With Reactor Deal, China and Pakistan Seek to Reshape Global Nuclear Governance

With Reactor Deal, China and Pakistan Seek to Reshape Global Nuclear Governance

In April, the China National Nuclear Corp. (CNNC) announced the export of two ACP-1000 reactors to Pakistan, plans subsequently confirmed by the Pakistan Atomic Energy Commission in June. In addition to reaffirming China’s commitment to one of the most important aspects of its “all weather” strategic relationship with Pakistan, the move also heralded an expansion of Chinese nuclear exceptionalism, underpinned by China’s growing confidence in its domestic industrial and international financial strength.

While the deal is clearly in direct contravention of China’s commitments as a member of the Nuclear Suppliers Group (NSG), it remains to be seen if other NSG members will censure Beijing for it, especially since most major NSG members remain heavily invested in bilateral civil nuclear relationships with China. The deal will also push the international community to more carefully weigh the costs and benefits of keeping Pakistan, a country with a growing fleet of item-specific safeguarded reactors, outside of global nuclear governance frameworks.

The two ACP-1000 reactors, rated at 1,110 megawatts each, are to be set up at the Karachi Coastal Nuclear Power Plant, which is currently the site of only a small Canadian-origin reactor. The considerable initial investment of $9.6 billion approved by Pakistan's top-level Executive Committee of the National Economic Council in July is indicative of Pakistan’s desire to move ahead with plans to install 8.8 gigawatts of domestic nuclear capacity by 2030, which would reduce the emissions intensity of Pakistan’s electricity sector while meeting baseload demand. And given that Pakistan plans to expand the overall power grid to 160 GW over the same timeframe, Pakistani planners have obviously decided to do this by adding a few large reactors rather than many small ones. The choice of the reactor site itself—coastal Karachi rather than inland Chashma—is clearly driven by land and water availability and corresponds well with that aim.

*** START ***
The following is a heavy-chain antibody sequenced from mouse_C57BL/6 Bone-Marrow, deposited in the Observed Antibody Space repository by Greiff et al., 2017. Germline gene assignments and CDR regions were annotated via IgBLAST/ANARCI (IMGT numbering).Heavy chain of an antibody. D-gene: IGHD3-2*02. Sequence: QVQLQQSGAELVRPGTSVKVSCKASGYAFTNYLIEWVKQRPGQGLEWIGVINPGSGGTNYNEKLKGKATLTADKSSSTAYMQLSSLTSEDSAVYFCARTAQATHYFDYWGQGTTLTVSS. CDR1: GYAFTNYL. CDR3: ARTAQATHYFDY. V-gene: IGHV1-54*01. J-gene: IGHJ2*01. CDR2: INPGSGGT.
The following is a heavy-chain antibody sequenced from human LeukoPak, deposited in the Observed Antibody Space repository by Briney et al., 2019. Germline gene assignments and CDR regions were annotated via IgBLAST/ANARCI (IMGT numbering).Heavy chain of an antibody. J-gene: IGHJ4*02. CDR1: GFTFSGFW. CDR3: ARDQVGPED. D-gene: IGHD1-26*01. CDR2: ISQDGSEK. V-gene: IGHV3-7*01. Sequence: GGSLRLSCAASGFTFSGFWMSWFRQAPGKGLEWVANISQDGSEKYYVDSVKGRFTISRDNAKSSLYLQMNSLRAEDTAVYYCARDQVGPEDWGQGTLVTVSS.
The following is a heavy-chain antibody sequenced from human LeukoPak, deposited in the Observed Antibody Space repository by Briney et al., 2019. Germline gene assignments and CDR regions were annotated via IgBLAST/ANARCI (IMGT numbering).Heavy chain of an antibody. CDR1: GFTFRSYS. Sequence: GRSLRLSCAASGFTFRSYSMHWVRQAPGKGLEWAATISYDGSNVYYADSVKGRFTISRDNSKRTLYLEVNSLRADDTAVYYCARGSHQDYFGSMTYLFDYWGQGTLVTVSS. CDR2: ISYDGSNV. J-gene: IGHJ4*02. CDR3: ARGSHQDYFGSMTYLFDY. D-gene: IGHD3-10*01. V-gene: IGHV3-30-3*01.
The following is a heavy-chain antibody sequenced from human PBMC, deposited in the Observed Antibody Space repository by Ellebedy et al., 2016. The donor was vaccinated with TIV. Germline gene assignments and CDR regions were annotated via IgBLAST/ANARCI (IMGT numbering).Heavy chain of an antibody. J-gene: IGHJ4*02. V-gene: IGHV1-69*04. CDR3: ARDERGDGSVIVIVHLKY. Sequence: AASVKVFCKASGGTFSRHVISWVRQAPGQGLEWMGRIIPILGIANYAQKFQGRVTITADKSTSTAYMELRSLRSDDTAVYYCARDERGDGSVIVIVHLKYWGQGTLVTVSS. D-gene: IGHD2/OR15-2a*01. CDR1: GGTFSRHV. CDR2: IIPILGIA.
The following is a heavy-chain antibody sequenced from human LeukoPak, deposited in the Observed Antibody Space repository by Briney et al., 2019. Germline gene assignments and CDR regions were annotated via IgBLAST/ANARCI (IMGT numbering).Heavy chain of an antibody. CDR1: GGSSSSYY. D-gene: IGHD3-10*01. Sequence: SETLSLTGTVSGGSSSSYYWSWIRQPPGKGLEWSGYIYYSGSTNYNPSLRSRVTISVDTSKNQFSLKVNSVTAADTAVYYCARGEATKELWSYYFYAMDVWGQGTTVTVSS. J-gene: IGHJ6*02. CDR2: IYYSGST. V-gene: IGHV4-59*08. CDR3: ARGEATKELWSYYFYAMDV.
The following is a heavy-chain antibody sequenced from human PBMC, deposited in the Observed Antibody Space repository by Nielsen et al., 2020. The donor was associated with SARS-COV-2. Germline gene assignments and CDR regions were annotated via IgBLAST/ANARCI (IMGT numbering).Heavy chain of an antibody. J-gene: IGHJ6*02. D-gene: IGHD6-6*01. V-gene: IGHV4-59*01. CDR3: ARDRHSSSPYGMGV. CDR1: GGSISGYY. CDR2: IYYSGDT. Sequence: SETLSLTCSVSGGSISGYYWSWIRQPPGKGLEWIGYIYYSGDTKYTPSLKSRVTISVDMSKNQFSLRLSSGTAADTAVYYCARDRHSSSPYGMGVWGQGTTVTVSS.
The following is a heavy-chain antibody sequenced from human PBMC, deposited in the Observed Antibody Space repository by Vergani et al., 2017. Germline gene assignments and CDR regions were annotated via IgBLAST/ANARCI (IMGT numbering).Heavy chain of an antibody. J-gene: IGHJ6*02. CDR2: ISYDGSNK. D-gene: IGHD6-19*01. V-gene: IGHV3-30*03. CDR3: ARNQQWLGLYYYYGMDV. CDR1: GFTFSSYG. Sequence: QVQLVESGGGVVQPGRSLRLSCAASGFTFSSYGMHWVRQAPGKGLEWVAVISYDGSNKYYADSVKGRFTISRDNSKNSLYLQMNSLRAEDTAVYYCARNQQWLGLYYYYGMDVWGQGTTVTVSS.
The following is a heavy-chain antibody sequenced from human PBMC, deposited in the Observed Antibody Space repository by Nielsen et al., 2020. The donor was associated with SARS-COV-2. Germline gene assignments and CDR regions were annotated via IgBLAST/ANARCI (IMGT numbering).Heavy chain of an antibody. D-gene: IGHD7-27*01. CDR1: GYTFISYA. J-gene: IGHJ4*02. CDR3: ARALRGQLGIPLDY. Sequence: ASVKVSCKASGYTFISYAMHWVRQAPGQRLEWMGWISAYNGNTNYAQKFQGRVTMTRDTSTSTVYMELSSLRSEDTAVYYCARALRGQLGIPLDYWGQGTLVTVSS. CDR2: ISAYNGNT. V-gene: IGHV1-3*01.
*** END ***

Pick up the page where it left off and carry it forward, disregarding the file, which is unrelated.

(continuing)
Keep reading for free!

Get instant access to the rest of this article as well as three free articles per month. You'll also receive our free email newsletter to stay up to date on all our coverage:

Or, Subscribe now to get full access.

Already a subscriber? Log in here .

What you’ll get with an All-Access subscription to World Politics Review:

A WPR subscription is like no other resource — it’s like having your own personal researcher and analyst for news and events around the globe. Subscribe now, and you’ll get:

  • Immediate and instant access to the full searchable library of 15,000+ articles
  • Daily articles with original analysis, written by leading topic experts, delivered to you every weekday
  • Weekly in-depth reports on important issues and countries
  • Daily links to must-read news, analysis, and opinion from top sources around the globe, curated by our keen-eyed team of editors
  • Your choice of weekly region-specific newsletters, delivered to your inbox.
  • Smartphone- and tablet-friendly website.
  • Completely ad-free reading.

And all of this is available to you when you subscribe today.

More World Politics Review